Continuing with Holiday Retirement’s “100 Years of Wisdom: The Perspective of Centenarians” series, Jamison Gosselin, Vice President of Marketing, Communications and Resident Enrichment Programs at Holiday Retirement in Oswego, Oregon wrote the following article that shares centenarian secrets on how to have a happy marriage and how to be a good parent.
In the past 100 years, centenarians — individuals who have lived 100 years or more — have seen significant changes in the American family unit. Divorce rates have skyrocketed; women have taken on more breadwinning roles; parents are having fewer children and waiting until later in life to start their families.
But one thing has not changed: centenarians’ own families have significantly contributed to the joy they felt in their own lives. In a recent survey of centenarians from across the country, Holiday Retirement revealed that 84% of individuals who have lived 100 years or more attribute their health and happiness to spending time with family. In fact, when asked what they would change if they could do it all over again, more than one-third of surveyed centenarians say they would spend more time with loved ones.
In the survey, centenarians share their secrets to having a happy family, both by building a strong marriage and being a good parent.
In 1910, nearly 80% of households contained a married couple. That number dropped to 48% in 2011. Although marriage as an institution may be less common and more diverse in its definition today, centenarians’ perspective on what it takes to make a happy marriage stands the test of time.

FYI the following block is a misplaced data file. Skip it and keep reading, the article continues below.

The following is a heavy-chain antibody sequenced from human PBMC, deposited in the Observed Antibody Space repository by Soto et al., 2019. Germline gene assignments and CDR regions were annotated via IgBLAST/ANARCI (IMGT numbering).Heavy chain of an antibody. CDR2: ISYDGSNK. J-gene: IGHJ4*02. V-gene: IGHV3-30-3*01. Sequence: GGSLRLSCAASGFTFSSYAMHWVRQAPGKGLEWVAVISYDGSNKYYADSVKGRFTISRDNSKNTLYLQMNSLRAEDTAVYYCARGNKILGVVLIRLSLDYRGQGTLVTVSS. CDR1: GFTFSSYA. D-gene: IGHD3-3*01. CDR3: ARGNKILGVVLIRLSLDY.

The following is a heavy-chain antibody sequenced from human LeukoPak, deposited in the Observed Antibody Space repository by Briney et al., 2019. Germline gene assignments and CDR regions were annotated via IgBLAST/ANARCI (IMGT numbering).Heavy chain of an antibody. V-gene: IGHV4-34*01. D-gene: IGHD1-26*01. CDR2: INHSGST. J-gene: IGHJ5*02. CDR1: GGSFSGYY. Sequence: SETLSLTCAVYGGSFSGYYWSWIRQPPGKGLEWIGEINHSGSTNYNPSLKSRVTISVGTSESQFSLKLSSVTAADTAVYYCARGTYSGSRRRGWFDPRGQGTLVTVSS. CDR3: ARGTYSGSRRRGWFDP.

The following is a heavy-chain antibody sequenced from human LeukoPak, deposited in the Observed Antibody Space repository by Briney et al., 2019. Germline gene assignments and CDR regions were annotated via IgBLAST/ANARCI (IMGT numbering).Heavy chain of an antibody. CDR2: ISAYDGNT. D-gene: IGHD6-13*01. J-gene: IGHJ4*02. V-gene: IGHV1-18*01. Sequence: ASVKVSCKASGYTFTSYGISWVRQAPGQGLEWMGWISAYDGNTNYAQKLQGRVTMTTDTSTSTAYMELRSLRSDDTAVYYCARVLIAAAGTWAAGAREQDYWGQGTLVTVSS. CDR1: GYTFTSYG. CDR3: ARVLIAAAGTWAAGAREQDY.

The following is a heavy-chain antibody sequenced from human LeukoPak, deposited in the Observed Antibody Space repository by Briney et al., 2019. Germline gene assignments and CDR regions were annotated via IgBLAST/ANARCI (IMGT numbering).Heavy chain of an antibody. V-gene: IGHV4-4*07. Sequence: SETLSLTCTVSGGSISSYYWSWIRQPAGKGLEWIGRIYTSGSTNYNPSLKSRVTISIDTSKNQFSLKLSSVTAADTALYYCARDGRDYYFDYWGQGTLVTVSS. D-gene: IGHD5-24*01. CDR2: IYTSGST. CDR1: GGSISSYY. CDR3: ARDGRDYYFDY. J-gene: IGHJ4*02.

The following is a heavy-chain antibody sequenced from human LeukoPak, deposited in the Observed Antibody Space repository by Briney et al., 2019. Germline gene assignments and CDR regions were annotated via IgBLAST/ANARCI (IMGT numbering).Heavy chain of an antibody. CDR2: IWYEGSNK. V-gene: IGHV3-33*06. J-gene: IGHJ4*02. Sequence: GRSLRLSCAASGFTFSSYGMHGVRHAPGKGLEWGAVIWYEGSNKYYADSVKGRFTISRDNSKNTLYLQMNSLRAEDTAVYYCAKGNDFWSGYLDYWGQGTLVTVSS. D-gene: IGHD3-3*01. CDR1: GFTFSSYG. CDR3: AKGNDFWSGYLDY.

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The surveyed centenarians, two-thirds of whom were married for more than 40 years, advocate getting back to basics when it comes to building a relationship that lasts.
Today’s centenarians are well versed when it comes to raising kids; after all, they have thousands of years of combined parenting experience. In the early 20th century, adults began having children at younger ages and frequently had more kids. Today, the average American birth rate is 1.86 kids per woman; among centenarians in this survey, the median number of children respondents had was 2.6, and one respondent had more than 10 kids.
Though experience does not necessarily equate to expertise, the insight gained from raising children, then watching children raise children, and, even in some cases, grandchildren raise children, gives centenarians an unparalleled perspective on parenting. They offer these five centenarian secrets to being a good parent:
Though most of the centenarians’ advice centered on building strong relationships in the family unit, one insight highlighted the importance of broadening the definition of family. Almost 80% of centenarians polled feel that living in an independent senior living community had contributed to their longevity either somewhat or a great deal. For these centenarians, building an extended family inside of a retirement community has helped them build a healthy, happy, long life.
View the complete report, “100 Years of Wisdom: Perspective of Centenarians,” which also includes centenarians’ life lessons on personal finance, health and happiness, and longevity at 100yearsofwisdom.com.
Jamison Gosselin has served in the field of senior living for more than a decade in a variety of communications and marketing roles, with a keen interest in the consumer behavior of seniors and their adult children. Currently, Jamison is vice president of marketing, communications, and resident enrichment programs at Lake Oswego, Oregon-based Holiday Retirement, an early pioneer of retirement living communities in the United States.